beyond the horizon: brunei, a destination for bangladeshi migrant workersThe Sultanate recently showed interest in recruiting 3,000 more workers from Bangladesh.  Brunei is one of the wealthiest nations of the world. According to Forbes, it is the fifth richest country with an average GDP (gross domestic product) per capita of $55,111.20 as of 2011. The full name of the country is Negara Brunei Darussalam; ‘darussalam’ means abode of peace and ‘negara’ means country in Malay, the language of the mass population. According to legend, Awang Alak Betatar founded Brunei, later he was known as Sultan Muhammad Shah. It is said that upon landing of this land, he exclaimed, “Baru nah” (in English, “that’s it!” or “there”), from which the name “Brunei” originated. He was the first Muslim ruler of Brunei. Before the rise of the Bruneian Empire under the Muslim Bolkiah Dynasty, Brunei was ruled by Buddhist kings. Chinese historical records show that in 977 AD, the word “Po-ni” used to refer to Borneo where modern day Brunei was located. In 1225, a Chinese official reported that Po-ni had 100 warships to protect its business interests and the kingdom was very rich. The power of Brunei Sultanate was very high between the 15th and 17th centuries when it was extended from northern Borneo to southern Philippines. During that period, Spain had a great influence in the neighbouring region of Borneo that includes a large area of Philippines which it had already colonised. Spain regarded Brunei as a threat and the centre of Islamic preaching in the Philippines. Spain declared war in 1578 and attacked Kota Batu, Brunei’s capital at the time. Because of the invasion, the Sultan was forced to flee but heroic local forces successfully chased the Spanish away from Brunei. Suffering high fatalities due to outbreaks of cholera and dysentery, the Spanish decided to abandon Brunei and returned to Manila after 72 days. Afterwards, as Spanish colonial power phased out, Britain took over as the major power house. It started intervening in Brunei and other neighbouring regions. During a time of internal conflicts, Britain attacked Brunei in July 1846. During the period of 1880s, Bruneian Empire continued to decline. The then sultan granted land (now Sarawak state of Malaysia) to a Briton named, James Brooke. Over time, Brooke and his family members leased or annexed more land. Brunei lost much of its land and power to Brooke. At this juncture, Sultan Hashim sought help from the British Empire to stop further encroachments; so, the Treaty of Protection was signed in 1888. The treaty said that “the sultan could not cede or lease any territory to foreign powers without British consent and Britain would help Sultan to protect his kingdom”. But Britain didn’t help Brunei when neighbouring Sarawak annexed Brunei’s Pandaruan District in 1890. This annexation left Brunei with its current small land mass and separation into two parts. Nevertheless, using the power vested in the treaty, Britain took effective control over Brunei’s external affairs, making it a British protectorate. During the World War II, Japan invaded Brunei and gained administrative power to run the country, keeping the Sultan on throne. After World War, a new government was formed in Brunei under the British Military Administration. In 1959, a new constitution was enacted and Brunei was declared as a self-governing state but foreign affairs, security, and defence responsibilities remained under Britain. A small rebellion erupted against the monarchy in 1962, which was suppressed with help of the United Kingdom. Known as the Brunei Revolt, it frustrated the move to create the North Borneo Federation. The rebellion partially affected Brunei’s decision to opt out of the Malaysian Federation.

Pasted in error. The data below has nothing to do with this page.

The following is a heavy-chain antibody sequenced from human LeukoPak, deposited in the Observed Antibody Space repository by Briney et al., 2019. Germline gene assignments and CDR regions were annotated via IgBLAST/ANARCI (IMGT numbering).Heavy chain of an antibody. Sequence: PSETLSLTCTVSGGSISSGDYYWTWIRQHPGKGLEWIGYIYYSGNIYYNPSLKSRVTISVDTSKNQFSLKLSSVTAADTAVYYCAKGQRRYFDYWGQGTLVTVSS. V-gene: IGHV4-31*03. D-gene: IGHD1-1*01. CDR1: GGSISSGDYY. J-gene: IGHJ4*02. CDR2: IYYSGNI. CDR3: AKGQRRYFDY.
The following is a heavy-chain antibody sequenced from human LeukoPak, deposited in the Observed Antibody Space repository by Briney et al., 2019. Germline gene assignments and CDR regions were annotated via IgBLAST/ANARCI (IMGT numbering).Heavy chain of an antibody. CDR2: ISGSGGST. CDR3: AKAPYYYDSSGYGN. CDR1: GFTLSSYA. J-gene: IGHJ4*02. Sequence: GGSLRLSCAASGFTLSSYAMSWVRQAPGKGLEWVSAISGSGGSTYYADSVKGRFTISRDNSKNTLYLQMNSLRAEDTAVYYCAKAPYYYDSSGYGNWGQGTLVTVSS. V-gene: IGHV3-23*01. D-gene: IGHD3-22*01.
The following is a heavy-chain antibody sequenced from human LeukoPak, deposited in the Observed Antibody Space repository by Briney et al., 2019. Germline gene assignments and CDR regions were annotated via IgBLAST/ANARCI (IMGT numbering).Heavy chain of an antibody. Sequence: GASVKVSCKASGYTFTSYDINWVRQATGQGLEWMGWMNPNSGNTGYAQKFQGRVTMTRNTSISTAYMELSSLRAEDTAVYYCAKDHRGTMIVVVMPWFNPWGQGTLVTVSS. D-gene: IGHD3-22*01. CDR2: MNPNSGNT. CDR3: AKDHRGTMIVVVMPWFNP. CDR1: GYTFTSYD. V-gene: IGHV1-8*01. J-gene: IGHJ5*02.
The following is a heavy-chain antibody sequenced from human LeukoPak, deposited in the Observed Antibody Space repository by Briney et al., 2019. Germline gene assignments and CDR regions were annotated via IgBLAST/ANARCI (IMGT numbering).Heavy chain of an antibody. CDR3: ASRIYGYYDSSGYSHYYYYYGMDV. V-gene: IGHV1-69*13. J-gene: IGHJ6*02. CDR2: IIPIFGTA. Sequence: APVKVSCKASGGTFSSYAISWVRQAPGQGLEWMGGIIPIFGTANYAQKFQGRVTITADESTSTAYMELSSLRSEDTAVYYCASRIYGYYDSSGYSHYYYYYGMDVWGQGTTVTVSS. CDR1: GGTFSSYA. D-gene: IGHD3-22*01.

Brunei gained independence from the United Kingdom on January 01, 1984.